The United Nations dedicates March 22 to the theme of water, so it makes sense for us to take some time to reflect on our most important natural resource. We will deal here with a subject that is little remembered, which is the viability of river transportation on the Tietê River within the city of São Paulo. City dwellers see the river as a source of problems rather than solutions, but is it so impossible to bring a better reality to the Tietê?

Urban planner Marco Aurélio Dawy of Mackenzie Presbyterian University has studied the issue extensively and concluded that the project is not only viable but could bring significant benefits to Sao Paulo. River transportation is the most economical of all modes, generates low pollution, and has both cheaper maintenance and longer service life. Thinking about the various problems with trucks that the city and its neighbors experience every day, this alternative seems interesting in order to diversify transportation in the region.

However, to think about any project involving the Tietê within the city of São Paulo, it is first necessary to address the theme of garbage and river depredation. From Itaquaquecetuba, the Tietê water is already in bad or terrible condition, and in total the river accumulates pollution from 39 cities in the region. Despite some signs of improvement from sewage treatment, irregular occupations around it continue to grow, which steadily increases pollution.

This problem connects with the lack of integrated water management in the region, as much of the pollution originates in cities such as Guarulhos, which have independent water management and a low level of water treatment. Without a coordinated effort to reduce emissions of garbage, chemical wastes and the like in the river, no real revitalization could be planned.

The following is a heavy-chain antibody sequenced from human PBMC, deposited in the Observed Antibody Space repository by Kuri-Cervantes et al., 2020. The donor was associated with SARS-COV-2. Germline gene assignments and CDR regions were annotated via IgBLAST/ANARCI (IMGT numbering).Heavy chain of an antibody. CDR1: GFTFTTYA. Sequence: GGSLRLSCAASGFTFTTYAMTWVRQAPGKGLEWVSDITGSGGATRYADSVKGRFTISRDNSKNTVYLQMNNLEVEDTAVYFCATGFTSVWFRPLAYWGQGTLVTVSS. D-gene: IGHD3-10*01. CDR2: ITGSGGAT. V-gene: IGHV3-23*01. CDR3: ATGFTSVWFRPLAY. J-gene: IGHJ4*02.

However, it is not the case that this is the first time this kind of restoration would be done in the world, with one particular case popping out, which is South Korea's “Four Rivers Project” in which throughout several years the main rivers of the country were unpolluted and transformed into references of sustainability and access to public goods. We can also mention the largest convention center in Europe, Excell London, situated on the banks of the formerly abandoned Victoria River; In addition to our very near Puerto Madero in Buenos Aires, which was once abandoned, it is now one of the most cosmopolitan places in the city.

We have to take into account that the Tietê and Pinheiros rivers are already major axes of displacement within the city of São Paulo, with the Marginal slopes housing both road and rail transportation solutions. The addition of inland waterway transportation would be one more alternative to perform both metropolitan and inter-metropolitan displacement, generating solutions for both citizens and cargo transportation.

Marco Aurélio Dawy proposes as a model the creation of the Tietê Waterway Complex, located between the Ponte das Bandeiras Bridge and Cruzeiro do Sul Avenue. In the urbanist's project, there would be a revitalization of the area, currently worn out. It would be possible to take advantage of the potential coming from a clean Tietê to, as noted in the example of South Korea, bring a sustainability reference to the city and generate well-being.

Included in its design are a series of water stops, serving as bus stops that make use of an intelligent platform height adjustment system to provide constant passenger access regardless of water height. This type of solution is interesting not only from the point of view of unburdening heavy traffic, but also generates tourist interest and entertainment potential.

As we noted in this brief article, it is not the case that it is impossible to think of projects like this, as they have already been executed elsewhere. What is lacking is political will coupled with a greater awareness of the population that a polluted river is not simply a lost cause, but something that can effortlessly be turned into a good for the population.